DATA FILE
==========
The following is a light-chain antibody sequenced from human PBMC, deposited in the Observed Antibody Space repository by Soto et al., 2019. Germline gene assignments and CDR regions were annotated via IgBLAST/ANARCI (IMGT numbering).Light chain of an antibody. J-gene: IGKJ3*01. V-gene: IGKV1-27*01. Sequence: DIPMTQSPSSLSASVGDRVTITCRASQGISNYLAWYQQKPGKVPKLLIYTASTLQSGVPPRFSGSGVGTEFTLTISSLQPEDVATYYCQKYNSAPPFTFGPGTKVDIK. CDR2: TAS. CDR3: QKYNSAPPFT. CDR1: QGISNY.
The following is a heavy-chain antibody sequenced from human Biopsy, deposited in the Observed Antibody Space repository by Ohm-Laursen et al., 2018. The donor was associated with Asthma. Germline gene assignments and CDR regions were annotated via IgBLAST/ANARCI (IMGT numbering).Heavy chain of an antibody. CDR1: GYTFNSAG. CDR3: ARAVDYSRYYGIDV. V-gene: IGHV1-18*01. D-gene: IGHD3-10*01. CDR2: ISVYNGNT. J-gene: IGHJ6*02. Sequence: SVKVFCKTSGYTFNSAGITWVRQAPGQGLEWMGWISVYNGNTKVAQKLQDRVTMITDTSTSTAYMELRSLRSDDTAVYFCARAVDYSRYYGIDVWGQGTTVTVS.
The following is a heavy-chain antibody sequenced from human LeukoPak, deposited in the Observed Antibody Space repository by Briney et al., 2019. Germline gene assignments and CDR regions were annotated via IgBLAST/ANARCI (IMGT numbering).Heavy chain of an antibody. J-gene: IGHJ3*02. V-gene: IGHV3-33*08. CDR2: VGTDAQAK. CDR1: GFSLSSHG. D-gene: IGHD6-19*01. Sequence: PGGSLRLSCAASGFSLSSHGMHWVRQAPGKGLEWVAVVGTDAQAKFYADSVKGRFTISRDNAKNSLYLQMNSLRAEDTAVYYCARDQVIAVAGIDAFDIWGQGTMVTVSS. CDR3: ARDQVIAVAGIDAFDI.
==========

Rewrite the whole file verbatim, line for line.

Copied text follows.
The following is a light-chain antibody sequenced from human PBMC, deposited in the Observed Antibody Space repository by Soto et al., 2019. Germline gene assignments and CDR regions were annotated via IgBLAST/ANARCI (IMGT numbering).Light chain of an antibody. J-gene: IGKJ3*01. V-gene: IGKV1-27*01. Sequence: DIPMTQSPSSLSASVGDRVTITCRASQGISNYLAWYQQKPGKVPKLLIYTASTLQSGVPPRFSGSGVGTEFTLTISSLQPEDVATYYCQKYNSAPPFTFGPGTKVDIK. CDR2: TAS. CDR3: QKYNSAPPFT. CDR1: QGISNY.
The following is a heavy-chain antibody sequenced from human Biopsy, deposited in the Observed Antibody Space repository by Ohm-Laursen et al., 2018. The donor was associated with Asthma. Germline gene assignments and CDR regions were annotated via IgBLAST/ANARCI (IMGT numbering).Heavy chain of an antibody. CDR1: GYTFNSAG. CDR3: ARAVDYSRYYGIDV. V-gene: IGHV1-18*01. D-gene: IGHD3-10*01. CDR2: ISVYNGNT. J-gene: IGHJ6*02. Sequence: SVKVFCKTSGYTFNSAGITWVRQAPGQGLEWMGWISVYNGNTKVAQKLQDRVTMITDTSTSTAYMELRSLRSDDTAVYFCARAVDYSRYYGIDVWGQGTTVTVS.
The following is a heavy-chain antibody sequenced from human LeukoPak, deposited in the Observed Antibody Space repository by Briney et al., 2019. Germline gene assignments and CDR regions were annotated via IgBLAST/ANARCI (IMGT numbering).Heavy chain of an antibody. J-gene: IGHJ3*02. V-gene: IGHV3-33*08. CDR2: VGTDAQAK. CDR1: GFSLSSHG. D-gene: IGHD6-19*01. Sequence: PGGSLRLSCAASGFSLSSHGMHWVRQAPGKGLEWVAVVGTDAQAKFYADSVKGRFTISRDNAKNSLYLQMNSLRAEDTAVYYCARDQVIAVAGIDAFDIWGQGTMVTVSS. CDR3: ARDQVIAVAGIDAFDI.